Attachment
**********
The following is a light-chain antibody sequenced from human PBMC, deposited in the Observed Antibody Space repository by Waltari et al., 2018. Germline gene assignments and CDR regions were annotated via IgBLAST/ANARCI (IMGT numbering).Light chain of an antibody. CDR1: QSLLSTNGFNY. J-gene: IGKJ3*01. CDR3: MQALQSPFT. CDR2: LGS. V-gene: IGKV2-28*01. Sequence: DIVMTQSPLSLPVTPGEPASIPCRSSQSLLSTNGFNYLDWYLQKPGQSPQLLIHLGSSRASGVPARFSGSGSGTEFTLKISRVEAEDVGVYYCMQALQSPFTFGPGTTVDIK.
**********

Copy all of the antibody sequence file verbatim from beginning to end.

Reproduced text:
The following is a light-chain antibody sequenced from human PBMC, deposited in the Observed Antibody Space repository by Waltari et al., 2018. Germline gene assignments and CDR regions were annotated via IgBLAST/ANARCI (IMGT numbering).Light chain of an antibody. CDR1: QSLLSTNGFNY. J-gene: IGKJ3*01. CDR3: MQALQSPFT. CDR2: LGS. V-gene: IGKV2-28*01. Sequence: DIVMTQSPLSLPVTPGEPASIPCRSSQSLLSTNGFNYLDWYLQKPGQSPQLLIHLGSSRASGVPARFSGSGSGTEFTLKISRVEAEDVGVYYCMQALQSPFTFGPGTTVDIK.